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08.06.2019 | Original Contributions | Ausgabe 10/2019

Obesity Surgery 10/2019

Conventional Versus Distal Laparoscopic One-Anastomosis Gastric Bypass: a Randomized Controlled Trial with 1-Year Follow-up

Obesity Surgery > Ausgabe 10/2019
Tamer M. Nabil, Ahmed H. Khalil, Sameh Mikhail, Salah S. Soliman, Mostafa Aziz, Halepian Antoine
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There is no consensus on the ideal small bowel length that should be bypassed in laparoscopic one-anastomosis gastric bypass (OAGB). This study aimed to compare the safety and efficacy of conventional versus distal techniques of laparoscopic OAGB.


This randomized controlled trial involved 60 adults with morbid obesity scheduled for laparoscopic OAGB randomly assigned to one of the two techniques; conventional technique (fixed anastomosis 200 cm from the ligament of Treitz) and distal technique (anastomosis 400 cm from the ileocecal valve). Total small bowel length (TSBL) was measured in all cases. Quality of life was assessed using the Gastrointestinal Quality of Life Index (GIQLI). Outcome measures were excess body weight loss percentage (EBWL%), resolution of associated comorbidities, frequency of nutritional deficiencies, and quality of life.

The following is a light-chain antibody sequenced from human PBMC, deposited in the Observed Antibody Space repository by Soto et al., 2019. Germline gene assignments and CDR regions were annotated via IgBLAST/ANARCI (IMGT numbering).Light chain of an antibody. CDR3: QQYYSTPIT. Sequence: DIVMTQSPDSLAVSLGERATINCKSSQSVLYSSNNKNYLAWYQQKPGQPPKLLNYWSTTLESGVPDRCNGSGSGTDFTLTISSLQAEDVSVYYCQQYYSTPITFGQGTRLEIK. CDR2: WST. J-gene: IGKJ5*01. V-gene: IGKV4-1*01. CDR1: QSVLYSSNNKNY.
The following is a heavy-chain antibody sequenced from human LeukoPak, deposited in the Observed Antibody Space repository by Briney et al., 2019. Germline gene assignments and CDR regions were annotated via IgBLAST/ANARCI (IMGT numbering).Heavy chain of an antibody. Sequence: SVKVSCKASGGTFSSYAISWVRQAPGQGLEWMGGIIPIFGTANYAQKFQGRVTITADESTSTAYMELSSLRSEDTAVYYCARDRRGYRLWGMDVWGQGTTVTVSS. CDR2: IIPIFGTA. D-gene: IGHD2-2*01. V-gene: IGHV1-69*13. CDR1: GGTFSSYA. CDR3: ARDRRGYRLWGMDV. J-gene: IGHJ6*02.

No patients were lost to follow-up. The two groups were comparable in TSBL, EBWL%, and complete resolution of comorbidities up to 12 months. The percentage of afferent loop length to TSBL was significantly higher in the distal group (p < 0.001) but was not correlated with EBWL%. The levels of hemoglobin, cholesterol, triglycerides, iron, and albumin were significantly lower and parathormone hormone was higher in the distal group. The GIQLI score was significantly higher in the conventional group during follow-up.


OAGB achieves optimum results when the afferent loop length is 200 cm; bypassing more than 200 cm does not improve weight loss or comorbidity resolution. Measuring TSBL is recommended to avoid excessive small bowel shortening that increases the risk of nutritional consequences.

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